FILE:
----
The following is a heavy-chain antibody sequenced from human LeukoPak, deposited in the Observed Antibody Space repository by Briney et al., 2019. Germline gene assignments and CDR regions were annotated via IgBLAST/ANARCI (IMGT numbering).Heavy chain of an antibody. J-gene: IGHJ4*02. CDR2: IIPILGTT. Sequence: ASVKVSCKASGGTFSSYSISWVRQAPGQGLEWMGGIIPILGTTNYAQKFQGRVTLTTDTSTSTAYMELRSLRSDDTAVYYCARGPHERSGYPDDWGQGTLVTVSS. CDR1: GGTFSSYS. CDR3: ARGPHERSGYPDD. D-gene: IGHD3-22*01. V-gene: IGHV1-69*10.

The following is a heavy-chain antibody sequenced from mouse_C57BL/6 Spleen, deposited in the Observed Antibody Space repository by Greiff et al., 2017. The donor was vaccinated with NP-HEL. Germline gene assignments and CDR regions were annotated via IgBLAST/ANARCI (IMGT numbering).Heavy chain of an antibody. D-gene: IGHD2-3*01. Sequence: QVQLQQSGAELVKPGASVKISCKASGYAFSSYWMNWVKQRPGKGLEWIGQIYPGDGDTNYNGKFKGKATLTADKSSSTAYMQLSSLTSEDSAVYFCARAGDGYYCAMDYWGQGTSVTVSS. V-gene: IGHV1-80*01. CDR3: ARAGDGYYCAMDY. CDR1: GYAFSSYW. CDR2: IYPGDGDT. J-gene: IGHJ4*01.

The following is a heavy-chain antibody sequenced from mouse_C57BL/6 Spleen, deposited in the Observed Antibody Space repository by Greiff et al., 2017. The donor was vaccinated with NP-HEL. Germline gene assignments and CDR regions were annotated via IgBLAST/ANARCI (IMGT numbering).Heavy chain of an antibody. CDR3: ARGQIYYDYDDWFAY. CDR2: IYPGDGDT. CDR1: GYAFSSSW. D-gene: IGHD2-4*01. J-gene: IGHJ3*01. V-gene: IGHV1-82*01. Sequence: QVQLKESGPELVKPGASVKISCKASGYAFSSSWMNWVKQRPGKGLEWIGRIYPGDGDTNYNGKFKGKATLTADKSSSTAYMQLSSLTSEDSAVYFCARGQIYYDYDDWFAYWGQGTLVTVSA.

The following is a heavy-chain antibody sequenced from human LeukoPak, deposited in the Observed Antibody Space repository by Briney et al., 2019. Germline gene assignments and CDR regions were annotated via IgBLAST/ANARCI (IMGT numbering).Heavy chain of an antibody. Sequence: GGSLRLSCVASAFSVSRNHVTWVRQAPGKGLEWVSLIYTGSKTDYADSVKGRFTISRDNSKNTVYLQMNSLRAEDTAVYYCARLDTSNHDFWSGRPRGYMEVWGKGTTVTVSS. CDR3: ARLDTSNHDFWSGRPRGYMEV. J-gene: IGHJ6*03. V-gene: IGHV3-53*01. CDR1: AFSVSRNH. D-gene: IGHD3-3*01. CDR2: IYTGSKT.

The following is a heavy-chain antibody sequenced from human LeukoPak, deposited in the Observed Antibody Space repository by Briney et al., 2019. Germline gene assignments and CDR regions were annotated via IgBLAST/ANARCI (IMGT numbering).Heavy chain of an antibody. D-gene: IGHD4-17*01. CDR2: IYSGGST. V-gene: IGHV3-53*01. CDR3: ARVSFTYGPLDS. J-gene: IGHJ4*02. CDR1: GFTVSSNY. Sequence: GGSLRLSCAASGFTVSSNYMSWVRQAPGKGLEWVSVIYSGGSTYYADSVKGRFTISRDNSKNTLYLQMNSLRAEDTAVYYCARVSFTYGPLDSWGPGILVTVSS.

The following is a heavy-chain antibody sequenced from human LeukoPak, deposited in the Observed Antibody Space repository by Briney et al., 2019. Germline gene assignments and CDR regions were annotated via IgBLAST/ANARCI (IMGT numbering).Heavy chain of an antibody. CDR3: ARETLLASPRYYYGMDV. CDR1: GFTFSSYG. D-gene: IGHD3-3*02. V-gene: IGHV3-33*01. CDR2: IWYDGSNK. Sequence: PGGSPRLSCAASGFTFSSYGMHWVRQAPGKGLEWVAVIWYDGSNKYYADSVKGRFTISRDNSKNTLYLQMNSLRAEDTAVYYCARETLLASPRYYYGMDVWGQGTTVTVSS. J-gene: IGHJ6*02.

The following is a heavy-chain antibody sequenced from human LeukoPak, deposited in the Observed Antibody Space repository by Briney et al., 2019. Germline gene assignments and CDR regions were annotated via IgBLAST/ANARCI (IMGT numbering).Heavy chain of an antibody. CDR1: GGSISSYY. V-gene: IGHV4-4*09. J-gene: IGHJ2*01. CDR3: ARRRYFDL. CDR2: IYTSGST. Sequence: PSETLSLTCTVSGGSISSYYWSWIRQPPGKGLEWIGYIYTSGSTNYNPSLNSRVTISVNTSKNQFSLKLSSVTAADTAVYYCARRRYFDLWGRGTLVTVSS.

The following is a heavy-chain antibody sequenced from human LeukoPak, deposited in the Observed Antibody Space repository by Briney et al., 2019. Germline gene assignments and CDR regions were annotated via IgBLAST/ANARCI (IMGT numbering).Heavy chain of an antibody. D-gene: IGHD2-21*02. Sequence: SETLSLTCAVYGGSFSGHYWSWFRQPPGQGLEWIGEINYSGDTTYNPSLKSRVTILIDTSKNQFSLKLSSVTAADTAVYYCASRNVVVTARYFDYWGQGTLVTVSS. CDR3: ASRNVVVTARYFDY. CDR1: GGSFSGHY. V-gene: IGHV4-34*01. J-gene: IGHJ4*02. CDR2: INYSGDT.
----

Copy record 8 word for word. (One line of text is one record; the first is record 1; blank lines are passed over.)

The following is a heavy-chain antibody sequenced from human LeukoPak, deposited in the Observed Antibody Space repository by Briney et al., 2019. Germline gene assignments and CDR regions were annotated via IgBLAST/ANARCI (IMGT numbering).Heavy chain of an antibody. D-gene: IGHD2-21*02. Sequence: SETLSLTCAVYGGSFSGHYWSWFRQPPGQGLEWIGEINYSGDTTYNPSLKSRVTILIDTSKNQFSLKLSSVTAADTAVYYCASRNVVVTARYFDYWGQGTLVTVSS. CDR3: ASRNVVVTARYFDY. CDR1: GGSFSGHY. V-gene: IGHV4-34*01. J-gene: IGHJ4*02. CDR2: INYSGDT.